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Want to Eat Healthier? Listen to Your Biological Clock

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The jury’s still out on whether early birds are superior to night owls, but they may have an easier time maintaining a healthy lifestyle. As The New York Times reports, a new study published in the journal Obesity found that morning people may make better food choices, and eat earlier in the day, than those who function on an evening schedule.

Finnish researchers wanted to see whether a person’s chronotype—their personal biological clock—affects their eating habits. To do so, they examined data from 2000 men and women who participated in Finland’s national FINRISK and FINDIET studies in 2007. The first study monitored participants' health-related behaviors; the second, their dietary habits.

For the FINDIET study, the subjects logged their food and alcohol intakes for 48 hours, tracking their daily caloric intake and the types of macronutrients they consumed. They also recorded when they ate, both during the week and during the weekend. The FINRISK study looked at participants’ sleep habits; this helped researchers determine whether participants were morning or evening people, CBS News reports.

After crunching the numbers and controlling for various factors (age, sex, BMI, education, etc.), the researchers found that morning people and evening people consumed similar amounts of calories per day. However, the night owls tended to eat fewer calories in the morning—and when they did eat, they chose breakfast foods that were higher in carbs, fats, and sugars. The night owls also ate more sugars and fats during the evening.

This difference was even more pronounced during the weekend: Night owls consumed far more sugar and fat than the early birds, they ate more, and they also ate during irregular times, researchers noted.

"Early birds may have an extra advantage over night owls when it comes to fighting obesity as they are instinctively choosing to eat healthier foods earlier in the day," concluded Courtney Peterson, a nutrition sciences professor at the University of Alabama at Birmingham, in a press release. "Previous studies have shown that eating earlier in the day may help with weight loss and lower the risk of developing diabetes and heart disease,” Peterson added. “What this new study shows is that our biological clocks not only affect our metabolism but also what we choose to eat."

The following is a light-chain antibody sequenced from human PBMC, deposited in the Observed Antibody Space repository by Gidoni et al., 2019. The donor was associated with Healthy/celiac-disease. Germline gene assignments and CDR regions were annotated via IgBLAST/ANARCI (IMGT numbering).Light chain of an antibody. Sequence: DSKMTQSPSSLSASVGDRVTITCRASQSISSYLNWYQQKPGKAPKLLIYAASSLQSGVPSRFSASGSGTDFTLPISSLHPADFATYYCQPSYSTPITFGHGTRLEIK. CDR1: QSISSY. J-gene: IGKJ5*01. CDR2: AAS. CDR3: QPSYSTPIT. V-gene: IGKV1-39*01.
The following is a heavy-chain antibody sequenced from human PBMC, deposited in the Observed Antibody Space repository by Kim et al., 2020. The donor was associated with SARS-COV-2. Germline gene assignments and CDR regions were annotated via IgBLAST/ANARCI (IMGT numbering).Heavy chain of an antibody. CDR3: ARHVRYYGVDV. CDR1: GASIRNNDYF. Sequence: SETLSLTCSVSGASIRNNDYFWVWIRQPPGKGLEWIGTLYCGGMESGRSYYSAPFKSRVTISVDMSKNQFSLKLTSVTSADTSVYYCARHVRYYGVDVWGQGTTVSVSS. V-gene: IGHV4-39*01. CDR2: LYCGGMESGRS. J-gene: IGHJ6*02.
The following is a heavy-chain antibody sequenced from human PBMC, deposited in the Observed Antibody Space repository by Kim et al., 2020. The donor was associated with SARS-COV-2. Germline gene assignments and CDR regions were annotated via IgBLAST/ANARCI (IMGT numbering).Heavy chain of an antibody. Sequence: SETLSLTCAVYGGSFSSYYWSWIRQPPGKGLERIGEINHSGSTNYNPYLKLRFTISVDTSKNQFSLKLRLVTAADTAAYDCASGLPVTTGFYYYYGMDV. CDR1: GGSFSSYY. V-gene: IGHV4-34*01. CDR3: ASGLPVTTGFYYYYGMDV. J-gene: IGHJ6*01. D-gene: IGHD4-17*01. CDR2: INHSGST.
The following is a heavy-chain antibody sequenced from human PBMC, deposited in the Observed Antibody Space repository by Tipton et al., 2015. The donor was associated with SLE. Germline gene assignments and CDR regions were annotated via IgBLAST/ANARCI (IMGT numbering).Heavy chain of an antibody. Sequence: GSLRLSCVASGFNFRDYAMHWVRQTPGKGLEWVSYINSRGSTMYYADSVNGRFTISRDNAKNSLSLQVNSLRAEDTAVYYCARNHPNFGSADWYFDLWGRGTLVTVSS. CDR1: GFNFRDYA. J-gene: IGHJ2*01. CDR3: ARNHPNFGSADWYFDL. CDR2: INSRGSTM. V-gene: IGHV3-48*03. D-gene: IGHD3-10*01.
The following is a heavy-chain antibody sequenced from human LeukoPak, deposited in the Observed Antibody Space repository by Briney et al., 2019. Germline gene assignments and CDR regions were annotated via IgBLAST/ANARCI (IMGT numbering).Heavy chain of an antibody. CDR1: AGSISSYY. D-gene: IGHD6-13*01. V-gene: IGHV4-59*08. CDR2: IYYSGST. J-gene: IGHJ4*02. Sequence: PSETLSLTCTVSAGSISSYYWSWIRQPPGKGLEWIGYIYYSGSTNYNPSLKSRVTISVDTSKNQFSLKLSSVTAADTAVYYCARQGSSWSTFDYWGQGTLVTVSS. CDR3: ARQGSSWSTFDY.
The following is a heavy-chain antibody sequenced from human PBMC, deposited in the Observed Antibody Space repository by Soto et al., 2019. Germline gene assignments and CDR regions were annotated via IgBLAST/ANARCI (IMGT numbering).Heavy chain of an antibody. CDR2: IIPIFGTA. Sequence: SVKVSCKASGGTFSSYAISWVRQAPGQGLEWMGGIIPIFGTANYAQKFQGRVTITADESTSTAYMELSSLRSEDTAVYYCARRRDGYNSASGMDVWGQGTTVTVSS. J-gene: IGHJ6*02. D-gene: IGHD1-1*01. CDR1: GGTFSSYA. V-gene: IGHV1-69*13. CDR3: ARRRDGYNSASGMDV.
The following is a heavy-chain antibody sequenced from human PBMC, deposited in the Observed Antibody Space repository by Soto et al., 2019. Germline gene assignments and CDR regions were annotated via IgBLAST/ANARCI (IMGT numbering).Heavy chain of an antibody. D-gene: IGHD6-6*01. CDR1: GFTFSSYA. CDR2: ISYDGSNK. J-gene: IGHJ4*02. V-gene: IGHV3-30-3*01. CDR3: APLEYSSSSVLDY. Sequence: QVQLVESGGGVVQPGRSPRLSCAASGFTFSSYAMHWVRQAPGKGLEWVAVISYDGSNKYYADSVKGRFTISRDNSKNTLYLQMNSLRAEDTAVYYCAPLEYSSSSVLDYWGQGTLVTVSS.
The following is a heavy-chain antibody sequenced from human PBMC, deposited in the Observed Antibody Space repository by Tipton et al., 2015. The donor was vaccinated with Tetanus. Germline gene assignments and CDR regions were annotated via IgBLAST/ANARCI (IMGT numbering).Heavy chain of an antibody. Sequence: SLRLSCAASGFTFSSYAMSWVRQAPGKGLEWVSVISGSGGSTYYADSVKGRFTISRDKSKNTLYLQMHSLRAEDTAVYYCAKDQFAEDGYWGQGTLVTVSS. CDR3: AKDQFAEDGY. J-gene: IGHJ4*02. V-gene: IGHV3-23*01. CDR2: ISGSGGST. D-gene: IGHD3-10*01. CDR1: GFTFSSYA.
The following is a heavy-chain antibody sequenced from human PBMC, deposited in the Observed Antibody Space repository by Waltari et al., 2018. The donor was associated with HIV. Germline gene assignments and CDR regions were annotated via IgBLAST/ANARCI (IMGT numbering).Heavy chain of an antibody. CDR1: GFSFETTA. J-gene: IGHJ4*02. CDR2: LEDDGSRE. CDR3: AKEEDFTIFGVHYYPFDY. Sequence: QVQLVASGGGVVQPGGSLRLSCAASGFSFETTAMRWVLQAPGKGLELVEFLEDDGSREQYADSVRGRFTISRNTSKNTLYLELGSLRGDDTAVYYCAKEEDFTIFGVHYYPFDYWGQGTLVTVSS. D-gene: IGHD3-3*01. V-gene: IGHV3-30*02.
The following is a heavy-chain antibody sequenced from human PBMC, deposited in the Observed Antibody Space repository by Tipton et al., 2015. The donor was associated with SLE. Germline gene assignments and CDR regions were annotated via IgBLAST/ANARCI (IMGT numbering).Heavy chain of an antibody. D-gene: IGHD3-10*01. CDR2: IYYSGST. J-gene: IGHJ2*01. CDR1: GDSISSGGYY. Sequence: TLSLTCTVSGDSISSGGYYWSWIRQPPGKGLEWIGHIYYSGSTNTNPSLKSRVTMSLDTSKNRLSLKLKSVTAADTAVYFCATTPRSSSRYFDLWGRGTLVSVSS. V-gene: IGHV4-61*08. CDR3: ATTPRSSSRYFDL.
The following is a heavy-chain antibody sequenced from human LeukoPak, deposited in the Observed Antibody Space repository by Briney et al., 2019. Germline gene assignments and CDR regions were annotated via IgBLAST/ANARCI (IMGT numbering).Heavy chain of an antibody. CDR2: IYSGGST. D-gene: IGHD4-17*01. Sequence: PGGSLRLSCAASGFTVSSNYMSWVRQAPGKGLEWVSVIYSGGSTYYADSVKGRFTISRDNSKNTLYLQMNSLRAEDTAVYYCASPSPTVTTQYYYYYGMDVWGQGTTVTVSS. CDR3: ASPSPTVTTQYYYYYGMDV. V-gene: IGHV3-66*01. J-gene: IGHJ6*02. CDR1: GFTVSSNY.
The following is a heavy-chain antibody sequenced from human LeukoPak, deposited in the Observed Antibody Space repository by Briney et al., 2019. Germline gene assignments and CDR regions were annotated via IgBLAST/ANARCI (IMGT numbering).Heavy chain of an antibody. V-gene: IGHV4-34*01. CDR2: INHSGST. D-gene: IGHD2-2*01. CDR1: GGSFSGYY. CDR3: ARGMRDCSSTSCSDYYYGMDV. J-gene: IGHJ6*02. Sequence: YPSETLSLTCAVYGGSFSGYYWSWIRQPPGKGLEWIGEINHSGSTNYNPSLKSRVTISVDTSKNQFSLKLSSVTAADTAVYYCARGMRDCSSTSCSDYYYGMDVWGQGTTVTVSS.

You may be able to make better lifestyle choices if you know your chronotype, Peterson added. "Clinicians can help steer people to healthier options—and suggest the optimal time to eat these foods—based on what we now know about our biological clocks," she said.

[h/t The New York Times]

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Interactive Chart Tells You How Long It Takes to Get Frostbite
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For many people, winter means dry skin and high heating bills. But if you find yourself outdoors in the right conditions, it can also mean frostbite. Frostbite occurs when the skin and the tissue beneath it freezes, causing pain, loss of sensation, or worse. It's easier to contract than you may think, even if you don't live in the Siberian tundra. To see if frostbite poses a threat where you live, check out this chart spotted by Digg.